Venezuelans Feel Less Safe than Any Population on Earth
EspañolVenezuelans feel less safe than citizens of any other county in the world, according to Gallup’s 2013 Law and order Index. Latin America, for its part, ranks the worst in the world in terms of public confidence in law enforcement, sense of public safety, and burglary rates.
The Gallup poll scores countries on a scale from 0 to 100, with 0 being the lowest level of perceived security. Venezuela scored a 41, the lowest security score in the world, while Latin America earned a score of 56. These scores demonstrate the dramatic level of insecurity that persists in this region of the world.
The study, however, did show a slight improvement for the region since 2009, when Latin America scored 2 points lower on the scale at 54. Nevertheless, eight of the 10 countries in the world with the highest homicide rates (murders per 100,000 people) are located in Latin America and the Caribbean.
Based on UN figures from 2012, 36 percent of all homicides worldwide occur in Latin America, replacing Africa as the most murderous region on the planet. The increase has been attributed to the growth in organized crime.
The study was conducted by telephone phone or in person, with the participant providing “yes” or “no” responses to following three questions:
- In the city or area where you live, do you have confidence in the local police force?
- Do you feel safe walking alone at night in the city or area where you live?
- Within the last 12 months, have you had money or property stolen from you or another household member?
“Venezuela’s score of 41 is the worst, not only in the region, but in the world. In 2013, only 19 percent of Venezuelans said they felt safe walking alone on the streets in the city where they live,” the study reports.
Only 26 percent of Venezuelans expressed confidence in law enforcement, and 22 percent said that in the last 12 months they, or someone in their home, had been the victim of a robbery.
According the United Nations Office on Drugs and Crime (UNODC), the reason for the rise in perceived insecurity in Venezuela, and the corresponding increases in the homicide and burglary rates, rests with the country’s faltering economy and political crisis.
“In 2012, Venezuela had the second highest homicide rate in the world after Honduras, with 53.7 murders per 100,000 inhabitants,” according to Gallup, based on UN figures.
— AnonsPassport (@VZ07R) May 24, 2014
However, Roberto Briceño León, director of the Venezuelan Observatory of Violence, believes these figures are actually understated.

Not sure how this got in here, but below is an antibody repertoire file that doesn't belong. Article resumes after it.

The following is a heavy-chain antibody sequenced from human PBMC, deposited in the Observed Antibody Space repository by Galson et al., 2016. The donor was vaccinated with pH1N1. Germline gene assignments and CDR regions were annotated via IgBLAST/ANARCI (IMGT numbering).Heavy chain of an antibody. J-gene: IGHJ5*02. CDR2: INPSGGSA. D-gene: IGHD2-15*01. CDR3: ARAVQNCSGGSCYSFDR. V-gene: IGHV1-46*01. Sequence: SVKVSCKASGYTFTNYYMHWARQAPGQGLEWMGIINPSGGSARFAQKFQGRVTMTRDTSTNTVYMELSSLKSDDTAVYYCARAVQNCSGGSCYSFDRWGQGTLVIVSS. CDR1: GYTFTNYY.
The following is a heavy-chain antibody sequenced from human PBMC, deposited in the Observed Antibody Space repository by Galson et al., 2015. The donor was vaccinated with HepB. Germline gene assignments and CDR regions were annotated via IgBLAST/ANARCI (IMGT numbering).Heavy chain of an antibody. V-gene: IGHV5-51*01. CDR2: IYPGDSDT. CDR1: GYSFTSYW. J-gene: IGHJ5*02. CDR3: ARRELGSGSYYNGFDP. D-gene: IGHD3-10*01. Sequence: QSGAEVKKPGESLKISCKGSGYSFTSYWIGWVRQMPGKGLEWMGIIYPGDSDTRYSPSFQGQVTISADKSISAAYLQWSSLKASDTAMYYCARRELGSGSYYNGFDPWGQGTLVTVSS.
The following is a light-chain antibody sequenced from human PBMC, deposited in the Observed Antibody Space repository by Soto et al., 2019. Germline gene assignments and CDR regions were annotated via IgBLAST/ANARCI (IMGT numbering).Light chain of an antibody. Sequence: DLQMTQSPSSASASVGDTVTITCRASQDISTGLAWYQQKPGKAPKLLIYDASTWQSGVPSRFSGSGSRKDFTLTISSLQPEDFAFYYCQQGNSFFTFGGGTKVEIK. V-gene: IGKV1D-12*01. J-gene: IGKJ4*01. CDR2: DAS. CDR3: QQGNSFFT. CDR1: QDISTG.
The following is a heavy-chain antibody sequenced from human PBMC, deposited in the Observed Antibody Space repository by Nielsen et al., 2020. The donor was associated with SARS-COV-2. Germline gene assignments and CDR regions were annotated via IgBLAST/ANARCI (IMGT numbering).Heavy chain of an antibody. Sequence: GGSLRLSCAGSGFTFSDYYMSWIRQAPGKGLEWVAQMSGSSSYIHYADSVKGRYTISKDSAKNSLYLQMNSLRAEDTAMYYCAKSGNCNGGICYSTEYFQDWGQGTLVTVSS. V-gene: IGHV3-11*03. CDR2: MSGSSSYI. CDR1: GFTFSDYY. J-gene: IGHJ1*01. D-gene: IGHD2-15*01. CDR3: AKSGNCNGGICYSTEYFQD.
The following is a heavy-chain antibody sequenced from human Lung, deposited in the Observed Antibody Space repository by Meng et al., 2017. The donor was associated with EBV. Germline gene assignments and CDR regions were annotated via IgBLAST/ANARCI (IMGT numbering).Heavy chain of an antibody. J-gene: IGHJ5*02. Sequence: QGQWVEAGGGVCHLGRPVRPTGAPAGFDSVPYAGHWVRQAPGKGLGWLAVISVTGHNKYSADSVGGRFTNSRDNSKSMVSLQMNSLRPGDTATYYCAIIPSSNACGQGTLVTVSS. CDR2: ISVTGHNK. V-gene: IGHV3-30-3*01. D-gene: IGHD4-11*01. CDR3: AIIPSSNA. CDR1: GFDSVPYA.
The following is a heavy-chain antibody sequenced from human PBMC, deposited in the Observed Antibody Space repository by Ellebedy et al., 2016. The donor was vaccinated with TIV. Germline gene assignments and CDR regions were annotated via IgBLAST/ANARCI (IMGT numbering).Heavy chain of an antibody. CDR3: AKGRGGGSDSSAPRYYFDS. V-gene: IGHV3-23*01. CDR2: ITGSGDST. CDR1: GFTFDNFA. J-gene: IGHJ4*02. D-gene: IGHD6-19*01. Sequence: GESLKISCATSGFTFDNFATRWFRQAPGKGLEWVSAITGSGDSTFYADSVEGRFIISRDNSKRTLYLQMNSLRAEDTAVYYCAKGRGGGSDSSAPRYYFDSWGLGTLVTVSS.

“We believe they are, in reality, much higher. Our estimates, and the data we have — and even based on official sources — tell us that [in 2012] Venezuela had a homicide rate of 67 murders per 100,000 residents”, Briceño told Nuevo Herald.
Government Fails to Curb Crime
Since former president Hugo Chávez came to power in Venezuela in 1999, a number of unique measures have been put in place to combat crime.
The latest plan, called Patria Segura, was implemented by President Nicolás Maduro in an effort to reduce crime rates through a civil-military partnership.
In 1998, the homicide rate in Venezuela was 18 per 100,000 people. In 2001, that figure jumped to 32 per 100,000. Twelve years later, the homicide rate climbed to 79, according to a report by the Venezuelan Observatory of Violence (OVV).
Nicaragua’s Surprising Results
After Venezuela, residents of Bolivia (47 points), Peru (48 points), Paraguay (52 points), and the Dominican Republic (53 points) also perceived high levels of insecurity in their countries. Of these nations, only Bolivia and the Dominican Republic improved their citizens’ confidence in law and order since 2009.
On the other side of the index, Nicaraguans were found to have the most confidence in their country’s security, followed by the citizens of Panama, Chile, Ecuador, and Uruguay.
Michael Shifter, president of the Inter-American Dialogue, told the international news agency EFE that Chile’s success in this regard is due to the nation’s respect for its institutions: “Strong institutions and a high human development index contribute to residents’ perception of security, and confidence in government.”
Argentina improved 3 points since 2009, with a score of 56. Mexico climbed 6 points to 59, while Brazil only improved a single point to reach the same level as Honduras at 56.
As a point of reference, countries that are currently mired in armed conflicts, such as Syria and Iraq, obtained scores of 48 and 67, respectively.
Shifter explained the case of Nicaragua by saying, “Local authorities are highly respected for their ability to maintain order.” The country leading the region’s perceived security index is one of the poorest countries in the world, and according to the Heritage Foundation Index of Economic Liberty, also largely lacking in economic freedom.
Nicaragua has a GDP of US$5.9 billion, GDP per capita of $3,206, an annual inflation rate of 8.1 percent, and an unemployment rate of 8 percent – up 4.7 percent from the previous year.